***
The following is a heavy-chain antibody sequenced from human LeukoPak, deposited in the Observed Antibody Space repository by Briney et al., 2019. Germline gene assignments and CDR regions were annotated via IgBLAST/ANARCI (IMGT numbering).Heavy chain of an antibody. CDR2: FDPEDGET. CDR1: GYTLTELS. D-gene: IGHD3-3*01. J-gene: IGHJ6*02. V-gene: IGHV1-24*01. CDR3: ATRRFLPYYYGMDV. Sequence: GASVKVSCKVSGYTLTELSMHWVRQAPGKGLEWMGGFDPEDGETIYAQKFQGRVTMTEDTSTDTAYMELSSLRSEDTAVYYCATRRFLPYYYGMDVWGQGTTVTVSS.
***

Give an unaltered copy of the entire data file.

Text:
The following is a heavy-chain antibody sequenced from human LeukoPak, deposited in the Observed Antibody Space repository by Briney et al., 2019. Germline gene assignments and CDR regions were annotated via IgBLAST/ANARCI (IMGT numbering).Heavy chain of an antibody. CDR2: FDPEDGET. CDR1: GYTLTELS. D-gene: IGHD3-3*01. J-gene: IGHJ6*02. V-gene: IGHV1-24*01. CDR3: ATRRFLPYYYGMDV. Sequence: GASVKVSCKVSGYTLTELSMHWVRQAPGKGLEWMGGFDPEDGETIYAQKFQGRVTMTEDTSTDTAYMELSSLRSEDTAVYYCATRRFLPYYYGMDVWGQGTTVTVSS.